Daily Readings for Monday January 11, 2021
Holy God, creator of light and herald of goodness, at the waters of his baptism you proclaimed Jesus your beloved Son.
With the baptised of every time and generation, may we say yes to your call to repentance and be led to the life of abundance we experience in your kinship and your love. Amen.
Psalm 69:1-5, 30-36
God will save through water
Save me, O God, for the waters have come up to my neck.
I sink in deep mire, where there is no foothold; I have come into deep waters, and the flood sweeps over me.
I am weary with my crying; my throat is parched.
My eyes grow dim with waiting for my God.
More in number than the hairs of my head are those who hate me without cause; many are those who would destroy me, my enemies who accuse me falsely.
What I did not steal must I now restore?
O God, you know my folly; the wrongs I have done are not hidden from you.
I will praise the name of God with a song; I will magnify him with thanksgiving.
This will please the Lord more than an ox or a bull with horns and hoofs.
Let the oppressed see it and be glad; you who seek God, let your hearts revive.
For the Lord hears the needy, and does not despise his own that are in bonds.
Let heaven and earth praise him, the seas and everything that moves in them.
For God will save Zion and rebuild the cities of Judah; and his servants shall live there and possess it; the children of his servants shall inherit it, and those who love his name shall live in it.
Circumcision a covenant sign
When Abram was ninety-nine years old, the Lord appeared to Abram, and said to him, “I am God Almighty; walk before me, and be blameless. And I will make my covenant between me and you, and will make you exceedingly numerous.” Then Abram fell on his face; and God said to him, “As for me, this is my covenant with you: You shall be the ancestor of a multitude of nations. No longer shall your name be Abram, but your name shall be Abraham; for I have made you the ancestor of a multitude of nations. I will make you exceedingly fruitful; and I will make nations of you, and kings shall come from you. I will establish my covenant between me and you, and your offspring after you throughout their generations, for an everlasting covenant, to be God to you and to your offspring after you. And I will give to you, and to your offspring after you, the land where you are now an alien, all the land of Canaan, for a perpetual holding; and I will be their God.”
God said to Abraham, “As for you, you shall keep my covenant, you and your offspring after you throughout their generations. This is my covenant, which you shall keep, between me and you and your offspring after you: Every male among you shall be circumcised. You shall circumcise the flesh of your foreskins, and it shall be a sign of the covenant between me and you. Throughout your generations every male among you shall be circumcised when he is eight days old, including the slave born in your house and the one bought with your money from any foreigner who is not of your offspring. Both the slave born in your house and the one bought with your money must be circumcised. So shall my covenant be in your flesh an everlasting covenant.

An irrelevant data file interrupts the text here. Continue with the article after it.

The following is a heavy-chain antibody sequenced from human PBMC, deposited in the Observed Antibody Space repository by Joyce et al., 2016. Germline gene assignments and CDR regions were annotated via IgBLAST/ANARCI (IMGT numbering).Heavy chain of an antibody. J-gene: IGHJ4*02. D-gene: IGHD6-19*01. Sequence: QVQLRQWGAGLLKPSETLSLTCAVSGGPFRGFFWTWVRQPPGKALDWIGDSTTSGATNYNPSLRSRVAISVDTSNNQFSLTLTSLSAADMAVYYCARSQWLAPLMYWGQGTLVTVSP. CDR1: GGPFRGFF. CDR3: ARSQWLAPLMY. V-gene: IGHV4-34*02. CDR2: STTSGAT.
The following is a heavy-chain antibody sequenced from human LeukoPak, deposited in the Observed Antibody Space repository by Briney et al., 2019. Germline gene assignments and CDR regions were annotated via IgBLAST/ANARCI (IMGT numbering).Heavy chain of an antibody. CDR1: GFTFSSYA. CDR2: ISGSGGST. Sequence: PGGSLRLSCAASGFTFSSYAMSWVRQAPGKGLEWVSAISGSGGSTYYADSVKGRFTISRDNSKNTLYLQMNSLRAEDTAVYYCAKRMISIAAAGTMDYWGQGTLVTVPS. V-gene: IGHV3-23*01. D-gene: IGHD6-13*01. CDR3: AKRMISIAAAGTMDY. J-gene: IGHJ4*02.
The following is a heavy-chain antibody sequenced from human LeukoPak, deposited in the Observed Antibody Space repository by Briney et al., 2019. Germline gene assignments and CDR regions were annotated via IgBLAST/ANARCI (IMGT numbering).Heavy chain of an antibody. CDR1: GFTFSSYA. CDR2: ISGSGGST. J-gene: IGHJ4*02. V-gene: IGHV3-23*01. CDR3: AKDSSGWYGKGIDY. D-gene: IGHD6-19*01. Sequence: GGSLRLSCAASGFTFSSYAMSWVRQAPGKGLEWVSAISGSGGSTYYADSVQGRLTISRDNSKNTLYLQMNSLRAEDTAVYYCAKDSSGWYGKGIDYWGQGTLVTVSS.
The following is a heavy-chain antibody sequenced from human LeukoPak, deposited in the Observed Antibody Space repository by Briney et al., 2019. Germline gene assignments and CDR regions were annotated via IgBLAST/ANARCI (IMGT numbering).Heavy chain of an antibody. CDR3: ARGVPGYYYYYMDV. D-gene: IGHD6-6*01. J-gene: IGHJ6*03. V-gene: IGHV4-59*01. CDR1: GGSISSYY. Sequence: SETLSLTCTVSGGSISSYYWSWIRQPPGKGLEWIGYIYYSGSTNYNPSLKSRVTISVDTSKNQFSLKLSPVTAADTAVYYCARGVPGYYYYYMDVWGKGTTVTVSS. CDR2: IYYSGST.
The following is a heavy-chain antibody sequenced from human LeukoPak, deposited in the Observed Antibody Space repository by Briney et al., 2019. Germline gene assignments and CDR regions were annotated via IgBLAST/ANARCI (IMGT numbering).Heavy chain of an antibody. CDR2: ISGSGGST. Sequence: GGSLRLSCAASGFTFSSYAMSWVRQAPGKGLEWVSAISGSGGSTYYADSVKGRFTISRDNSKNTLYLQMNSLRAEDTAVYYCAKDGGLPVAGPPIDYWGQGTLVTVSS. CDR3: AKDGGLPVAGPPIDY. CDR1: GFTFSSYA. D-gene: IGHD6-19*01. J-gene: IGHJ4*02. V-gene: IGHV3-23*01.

God makes righteous apart from works
What then are we to say was gained by Abraham, our ancestor according to the flesh? For if Abraham was justified by works, he has something to boast about, but not before God. For what does the scripture say? “Abraham believed God, and it was reckoned to him as righteousness.” Now to one who works, wages are not reckoned as a gift but as something due. But to one who without works trusts him who justifies the ungodly, such faith is reckoned as righteousness. So also David speaks of the blessedness of those to whom God reckons righteousness apart from works:
“Blessed are those whose iniquities are forgiven, and whose sins are covered; blessed is the one against whom the Lord will not reckon sin.”
Is this blessedness, then, pronounced only on the circumcised, or also on the uncircumcised? We say, “Faith was reckoned to Abraham as righteousness.” How then was it reckoned to him? Was it before or after he had been circumcised? It was not after, but before he was circumcised. He received the sign of circumcision as a seal of the righteousness that he had by faith while he was still uncircumcised. The purpose was to make him the ancestor of all who believe without being circumcised and who thus have righteousness reckoned to them, and likewise the ancestor of the circumcised who are not only circumcised but who also follow the example of the faith that our ancestor Abraham had before he was circumcised.